Downsizing, doing more with less, thrift and frugality: None of these are sexy, or seem "modern." Like air and water, though, they are necessities that demand adherence when citizens and our leaders least expect it. I'm betting NOW is the time ... BUT, hey, let's just see how far we can go down the debt road ... we can't remember last time, right?

B. Y. Clark said...

eliminating ear marks won't do a darn thing. You have to eliminate the funding that is being ear marked to do any good. An ear mark simply designates funding to a particular project, but the overall level of funding has already be approved.

Winfield J. Abbe said...

I agree with all of Mr. Garland's criticisms of the hypocritical government of Athens Clarke County.
Notice how the new fire chief did not justify how this fire station could be closed so long but yet this fire department could somehow provide the same level of emergency response service without this station. This is similar to how this government aided certain friends and cronies in Oconee County recently when the Jennings Mill Country Club burned down. Being a Good Samaritan is one thing, but it is the responsibility of each county to provide its own fire protection, not pay for the fire protection of other counties. None of these issues is discussed or has been discussed by the editors of the Athens Banner Herald. Why?
My only criticism of Mr. Garland is that he is far too polite to the totally negligent new high paid Fire Chief for his silence on this basic issue, and his silence on many other basic issues of public safety, like the removal of the needed connecting road between Danielsville Rd. and Commerce Rd. to make efficient use of the multi million dollar fire station on Danielsville Rd. or the failure to close Oglethorpe AVe. during the July 4 celebration so the fire truck or other emergency vehicles could reach emergencies, or the disaster waiting to happen with gasoline delivery trucks exiting the gasoline tank farm on Jefferson Rd. across the street from Moss Side Subdivision with no traffic light, often sitting on the railroad tracks there for up to 15 minutes or more. The Athens Banner Herald and our new fire chief are mum on these basic subjects of neglect of public safety here, while the former Mayor Eldridge provides him kudos for the downtown fire that destroyed the Georgia Theatre. Obviously that former fire chief of Athens, who lives in Oconee County, misrepresented the need for all these expensive full time fire stations. This government is very lucky and likely will never be challenged with emergencies that contradict its false claims about public safety here. Notice how both the ABH editors and the local elected non representatives politely ignore the intelligent polite comments of Mr. Garland. Mum is the word like the three fools, no hear, no see, no speak. This is all just another day at the plant in Athens Clarke County, Georgia, where friends and cronies receive favors from government while everyone else receives the shaft with impunity. What citizens here need are some practical tools to deal with government that violates the law each day with impunity. For example, when government risks the public safety by improperly keeping this fire station closed, the commissioners and mayor should be placed in jail until they repair and reopen the facility. Hollow talk us worthless with them.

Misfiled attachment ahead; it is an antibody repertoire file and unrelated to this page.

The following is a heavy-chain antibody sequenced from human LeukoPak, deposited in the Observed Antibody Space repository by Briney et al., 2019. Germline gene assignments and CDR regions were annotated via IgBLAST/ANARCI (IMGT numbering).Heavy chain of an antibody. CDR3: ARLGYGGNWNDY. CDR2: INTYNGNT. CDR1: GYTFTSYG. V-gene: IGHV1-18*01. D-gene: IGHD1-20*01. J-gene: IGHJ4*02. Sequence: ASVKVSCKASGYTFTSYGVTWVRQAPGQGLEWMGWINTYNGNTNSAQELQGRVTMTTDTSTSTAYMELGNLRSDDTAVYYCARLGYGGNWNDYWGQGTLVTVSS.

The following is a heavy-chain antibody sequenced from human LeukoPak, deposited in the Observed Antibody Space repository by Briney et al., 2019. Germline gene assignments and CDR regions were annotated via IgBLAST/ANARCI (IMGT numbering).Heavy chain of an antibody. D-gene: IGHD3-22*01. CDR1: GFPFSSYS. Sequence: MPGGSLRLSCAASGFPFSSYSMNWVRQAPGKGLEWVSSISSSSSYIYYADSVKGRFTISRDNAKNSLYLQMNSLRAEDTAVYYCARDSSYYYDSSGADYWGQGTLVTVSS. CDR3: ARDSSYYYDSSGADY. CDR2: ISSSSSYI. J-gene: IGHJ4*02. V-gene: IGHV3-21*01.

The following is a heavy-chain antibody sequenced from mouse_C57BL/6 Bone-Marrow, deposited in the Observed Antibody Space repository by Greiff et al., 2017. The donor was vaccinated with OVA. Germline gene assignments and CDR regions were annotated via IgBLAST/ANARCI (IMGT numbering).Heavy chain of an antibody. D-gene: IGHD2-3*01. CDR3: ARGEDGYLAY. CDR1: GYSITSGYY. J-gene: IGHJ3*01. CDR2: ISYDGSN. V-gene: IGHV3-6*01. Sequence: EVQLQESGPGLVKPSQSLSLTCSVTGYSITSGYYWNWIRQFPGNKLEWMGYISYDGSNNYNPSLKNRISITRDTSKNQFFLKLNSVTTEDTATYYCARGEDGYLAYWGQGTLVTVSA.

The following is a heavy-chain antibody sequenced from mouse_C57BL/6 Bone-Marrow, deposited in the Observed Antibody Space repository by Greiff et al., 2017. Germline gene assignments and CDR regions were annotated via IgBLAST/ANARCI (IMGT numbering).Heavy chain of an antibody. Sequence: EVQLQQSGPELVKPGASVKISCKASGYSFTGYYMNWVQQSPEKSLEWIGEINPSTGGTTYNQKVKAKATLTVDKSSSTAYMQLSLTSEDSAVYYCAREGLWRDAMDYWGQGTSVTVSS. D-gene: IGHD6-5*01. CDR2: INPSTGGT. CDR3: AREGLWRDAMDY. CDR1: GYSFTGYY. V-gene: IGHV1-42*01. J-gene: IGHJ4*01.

Their supervisior, the State of Georgia, must change the law and allow citizens rights to demand and compel action from government officials with the same powers of fines, jail time and confiscation of property that government routinely uses to comple citizens to perform certain actions. Notice how silent all the firemen are about all this neglect of public safety too. If they spoke up they would lose their jobs wouldn't they? But what kind of employees are they if they remain silent as they do? All this clearly shows the dismal failure of "home rule".

Thomas Jefferson Snodgrass said...

What about the Winterville Fire Department? Professionally equipped, but staffed by volunteers , they are the equal of any A-CC department when they are paged out and respond...

S Whiddon said...

Mr. Snodgrass, a volunteer station is just as prepared as a full time fire station. They have to maintain all certifications just as the career firefighters do. The state sets standards for all firefighters and fire responders, regardless of their pay. Coming from a combination dept (full time paid and volunteer dept) in North Ga I can say it works well with both within one county.